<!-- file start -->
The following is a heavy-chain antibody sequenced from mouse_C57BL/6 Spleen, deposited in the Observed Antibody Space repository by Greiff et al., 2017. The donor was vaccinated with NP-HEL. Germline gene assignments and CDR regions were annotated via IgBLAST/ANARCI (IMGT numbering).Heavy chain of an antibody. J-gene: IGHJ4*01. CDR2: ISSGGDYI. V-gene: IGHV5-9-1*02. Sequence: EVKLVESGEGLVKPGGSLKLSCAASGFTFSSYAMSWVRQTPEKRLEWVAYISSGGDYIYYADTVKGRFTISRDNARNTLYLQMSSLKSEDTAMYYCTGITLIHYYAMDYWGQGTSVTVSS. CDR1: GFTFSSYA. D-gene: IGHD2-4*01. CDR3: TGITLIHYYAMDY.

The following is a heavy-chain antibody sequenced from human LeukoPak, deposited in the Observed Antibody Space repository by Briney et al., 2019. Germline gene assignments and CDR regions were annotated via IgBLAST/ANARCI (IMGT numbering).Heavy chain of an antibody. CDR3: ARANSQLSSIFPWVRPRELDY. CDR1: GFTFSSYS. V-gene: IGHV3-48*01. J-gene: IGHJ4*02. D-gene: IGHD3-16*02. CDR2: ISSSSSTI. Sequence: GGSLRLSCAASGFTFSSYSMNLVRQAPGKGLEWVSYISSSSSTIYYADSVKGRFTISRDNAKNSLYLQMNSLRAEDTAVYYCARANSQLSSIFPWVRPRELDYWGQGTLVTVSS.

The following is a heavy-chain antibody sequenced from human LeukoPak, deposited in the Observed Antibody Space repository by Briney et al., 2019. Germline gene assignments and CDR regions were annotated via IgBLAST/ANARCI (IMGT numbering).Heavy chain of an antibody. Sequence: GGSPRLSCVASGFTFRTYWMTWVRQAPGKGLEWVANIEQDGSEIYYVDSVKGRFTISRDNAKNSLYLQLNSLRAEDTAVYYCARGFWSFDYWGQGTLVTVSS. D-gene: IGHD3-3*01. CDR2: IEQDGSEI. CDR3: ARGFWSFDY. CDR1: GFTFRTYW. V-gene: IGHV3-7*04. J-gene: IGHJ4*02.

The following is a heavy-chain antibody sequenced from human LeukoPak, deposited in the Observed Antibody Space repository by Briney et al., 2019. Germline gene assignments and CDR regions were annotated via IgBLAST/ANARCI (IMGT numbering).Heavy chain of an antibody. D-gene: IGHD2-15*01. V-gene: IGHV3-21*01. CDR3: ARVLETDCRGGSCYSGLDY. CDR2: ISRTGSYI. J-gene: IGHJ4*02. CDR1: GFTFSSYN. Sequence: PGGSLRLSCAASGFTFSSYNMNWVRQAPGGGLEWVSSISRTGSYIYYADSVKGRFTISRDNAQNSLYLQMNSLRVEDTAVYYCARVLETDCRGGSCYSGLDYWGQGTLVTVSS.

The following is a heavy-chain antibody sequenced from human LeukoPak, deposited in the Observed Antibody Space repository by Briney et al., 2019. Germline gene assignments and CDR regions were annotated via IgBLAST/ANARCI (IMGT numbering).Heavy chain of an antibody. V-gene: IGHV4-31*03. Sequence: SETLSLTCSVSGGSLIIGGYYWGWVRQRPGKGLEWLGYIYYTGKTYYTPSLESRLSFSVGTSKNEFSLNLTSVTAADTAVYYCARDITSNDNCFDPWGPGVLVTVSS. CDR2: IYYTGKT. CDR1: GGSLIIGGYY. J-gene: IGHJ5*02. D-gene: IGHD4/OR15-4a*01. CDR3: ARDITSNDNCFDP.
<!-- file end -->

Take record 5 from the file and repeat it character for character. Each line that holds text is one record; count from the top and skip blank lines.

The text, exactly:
The following is a heavy-chain antibody sequenced from human LeukoPak, deposited in the Observed Antibody Space repository by Briney et al., 2019. Germline gene assignments and CDR regions were annotated via IgBLAST/ANARCI (IMGT numbering).Heavy chain of an antibody. V-gene: IGHV4-31*03. Sequence: SETLSLTCSVSGGSLIIGGYYWGWVRQRPGKGLEWLGYIYYTGKTYYTPSLESRLSFSVGTSKNEFSLNLTSVTAADTAVYYCARDITSNDNCFDPWGPGVLVTVSS. CDR2: IYYTGKT. CDR1: GGSLIIGGYY. J-gene: IGHJ5*02. D-gene: IGHD4/OR15-4a*01. CDR3: ARDITSNDNCFDP.